Female Founders: Jennifer Steiner of ‘Lightfully Behavioral Health’ On The Five Things You Need To Thrive and Succeed as a Woman Founder
An Interview With Candice Georgiadis
Your kids will be so proud of you. Throughout my career, I’ve felt intervals of guilt for being a working mom. Recently I asked my daughter if she remembered the day I picked her up from school and another mother asked me if I were the nanny. My daughter said “yes, and I used to brag about you all the time. I thought it was really cool to have a mom that’s a CEO.”
As a part of our series about “Why We Need More Women Founders”, I had the pleasure of interviewing Jennifer Steiner.
Jennifer has a history of excellence in healthcare delivery and a proven track record of success. During the last decade, Jennifer has been actively creating positive change in mental health on a national scale. She is passionate about improving the standards of care in mental health by maintaining an intense focus on clinical quality, fostering collaboration and accountability, and facilitating innovation.
Jennifer holds an MBA from the University of Michigan’s Ross School of Business and earned her undergraduate degree in liberal arts from The Colorado College.
She lives in Santa Barbara with her family, including her golden retriever, Mochi. She enjoys running, yoga, learning and the beautiful California shoreline. Jennifer is also the founder of “Lead Like a CHIQ”, a movement she created that promotes the power of authentically female leadership.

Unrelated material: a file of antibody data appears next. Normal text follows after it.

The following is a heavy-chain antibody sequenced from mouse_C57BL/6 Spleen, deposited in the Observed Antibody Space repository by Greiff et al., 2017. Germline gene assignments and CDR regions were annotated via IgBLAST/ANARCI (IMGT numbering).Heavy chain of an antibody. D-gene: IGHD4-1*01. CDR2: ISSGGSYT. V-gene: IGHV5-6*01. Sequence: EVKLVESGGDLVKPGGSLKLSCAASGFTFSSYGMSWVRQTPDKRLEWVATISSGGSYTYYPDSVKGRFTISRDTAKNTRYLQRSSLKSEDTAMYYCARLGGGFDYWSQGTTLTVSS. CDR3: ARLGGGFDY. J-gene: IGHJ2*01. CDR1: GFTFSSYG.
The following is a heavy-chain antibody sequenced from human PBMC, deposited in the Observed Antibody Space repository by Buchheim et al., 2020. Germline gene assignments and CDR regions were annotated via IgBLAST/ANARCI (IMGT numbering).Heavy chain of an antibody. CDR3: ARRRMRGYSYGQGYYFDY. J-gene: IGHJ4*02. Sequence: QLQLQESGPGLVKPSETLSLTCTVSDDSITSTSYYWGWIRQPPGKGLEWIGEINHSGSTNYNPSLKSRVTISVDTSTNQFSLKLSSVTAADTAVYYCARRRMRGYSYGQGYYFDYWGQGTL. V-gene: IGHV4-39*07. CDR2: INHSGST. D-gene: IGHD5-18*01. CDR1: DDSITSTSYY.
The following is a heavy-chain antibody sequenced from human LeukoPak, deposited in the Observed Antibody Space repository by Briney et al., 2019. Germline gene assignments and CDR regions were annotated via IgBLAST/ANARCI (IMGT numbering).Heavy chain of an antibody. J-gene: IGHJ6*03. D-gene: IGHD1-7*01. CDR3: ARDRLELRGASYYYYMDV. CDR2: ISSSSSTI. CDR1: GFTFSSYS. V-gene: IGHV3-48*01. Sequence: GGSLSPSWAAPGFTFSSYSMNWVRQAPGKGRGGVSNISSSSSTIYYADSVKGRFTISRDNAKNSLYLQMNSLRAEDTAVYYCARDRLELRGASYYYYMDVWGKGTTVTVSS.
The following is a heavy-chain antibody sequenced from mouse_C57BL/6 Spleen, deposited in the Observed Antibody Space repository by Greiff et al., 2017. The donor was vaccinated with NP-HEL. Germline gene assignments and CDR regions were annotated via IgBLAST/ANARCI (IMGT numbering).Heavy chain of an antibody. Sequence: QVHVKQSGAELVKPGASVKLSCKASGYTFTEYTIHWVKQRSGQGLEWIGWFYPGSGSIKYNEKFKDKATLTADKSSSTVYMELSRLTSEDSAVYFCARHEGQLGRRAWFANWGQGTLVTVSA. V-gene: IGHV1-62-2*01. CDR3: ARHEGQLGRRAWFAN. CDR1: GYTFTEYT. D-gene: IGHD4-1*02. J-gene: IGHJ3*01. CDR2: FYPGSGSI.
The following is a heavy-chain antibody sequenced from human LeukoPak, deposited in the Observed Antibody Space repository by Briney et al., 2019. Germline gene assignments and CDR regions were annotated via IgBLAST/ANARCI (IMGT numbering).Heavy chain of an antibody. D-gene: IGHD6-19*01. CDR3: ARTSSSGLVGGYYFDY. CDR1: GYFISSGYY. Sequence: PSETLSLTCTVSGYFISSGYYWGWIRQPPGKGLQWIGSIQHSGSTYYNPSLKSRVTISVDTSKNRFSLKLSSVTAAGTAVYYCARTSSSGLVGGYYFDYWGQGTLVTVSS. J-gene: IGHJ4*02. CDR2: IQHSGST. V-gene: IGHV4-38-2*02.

Thank you so much for doing this with us! Before we dig in, our readers would like to get to know you a bit more. Can you tell us a bit about your “backstory”? What led you to this particular career path?
I have been in healthcare services my entire career. I was an anthropology major in college, and quickly realized there wasn’t a huge demand for anthropologists!
I fell into a job at a skilled nursing company, where I worked for 13 years. My mentor at the time told me that if I wanted to get further in seniority, I needed business training. So, I went back to school to earn my MBA while working full time. I had two children and a third on the way, so it was a very challenging time for me.
I’m so glad I went to business school. I learned a lot and I stretched myself out of my comfort zone. And, it led me to the next phase in my career. For a brief time, I worked for a real estate investment trust that was investing in health care companies. This role forced me to face the things I was most intimated by, including finance. It was challenging and interesting but I quickly learned that I was not fulfilled. To “fill my cup”, I needed to be closer to the delivery of care.
Next, I worked for DaVita, the world’s largest dialysis company. I was given the chance to operate a large division with operations spanning from California to Oregon. I learned two key lessons. The first was the importance of culture and creating a consistent care experience for clients across all locations. The second was the importance of data-driven operations to measure lots of metrics and hold people accountable.
A few years later, I was recruited to my first CEO job for a company that treated adolescents suffering from mental health conditions. At the time, the ACA had just passed, and care was limited to people who could pay out of pocket. Mental health care for adolescents wasn’t talked about much. In fact, some of my friends and colleagues thought I worked for a nonprofit!